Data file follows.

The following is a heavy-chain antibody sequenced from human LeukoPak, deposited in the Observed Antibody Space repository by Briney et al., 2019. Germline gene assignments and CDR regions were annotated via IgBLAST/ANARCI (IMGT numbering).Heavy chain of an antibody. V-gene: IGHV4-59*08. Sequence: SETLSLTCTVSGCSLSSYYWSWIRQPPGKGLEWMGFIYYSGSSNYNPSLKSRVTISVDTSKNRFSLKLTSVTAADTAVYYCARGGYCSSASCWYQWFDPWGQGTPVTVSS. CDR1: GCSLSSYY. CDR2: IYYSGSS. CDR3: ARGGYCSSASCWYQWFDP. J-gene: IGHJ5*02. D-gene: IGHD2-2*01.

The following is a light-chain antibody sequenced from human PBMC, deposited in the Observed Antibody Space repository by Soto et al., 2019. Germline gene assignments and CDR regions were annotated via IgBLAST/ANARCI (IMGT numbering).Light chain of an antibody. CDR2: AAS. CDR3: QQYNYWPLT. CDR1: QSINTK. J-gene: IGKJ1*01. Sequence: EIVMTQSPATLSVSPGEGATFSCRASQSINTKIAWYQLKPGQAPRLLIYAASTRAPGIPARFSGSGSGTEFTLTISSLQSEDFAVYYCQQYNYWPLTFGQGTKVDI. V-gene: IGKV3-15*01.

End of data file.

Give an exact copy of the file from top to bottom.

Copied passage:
The following is a heavy-chain antibody sequenced from human LeukoPak, deposited in the Observed Antibody Space repository by Briney et al., 2019. Germline gene assignments and CDR regions were annotated via IgBLAST/ANARCI (IMGT numbering).Heavy chain of an antibody. V-gene: IGHV4-59*08. Sequence: SETLSLTCTVSGCSLSSYYWSWIRQPPGKGLEWMGFIYYSGSSNYNPSLKSRVTISVDTSKNRFSLKLTSVTAADTAVYYCARGGYCSSASCWYQWFDPWGQGTPVTVSS. CDR1: GCSLSSYY. CDR2: IYYSGSS. CDR3: ARGGYCSSASCWYQWFDP. J-gene: IGHJ5*02. D-gene: IGHD2-2*01.

The following is a light-chain antibody sequenced from human PBMC, deposited in the Observed Antibody Space repository by Soto et al., 2019. Germline gene assignments and CDR regions were annotated via IgBLAST/ANARCI (IMGT numbering).Light chain of an antibody. CDR2: AAS. CDR3: QQYNYWPLT. CDR1: QSINTK. J-gene: IGKJ1*01. Sequence: EIVMTQSPATLSVSPGEGATFSCRASQSINTKIAWYQLKPGQAPRLLIYAASTRAPGIPARFSGSGSGTEFTLTISSLQSEDFAVYYCQQYNYWPLTFGQGTKVDI. V-gene: IGKV3-15*01.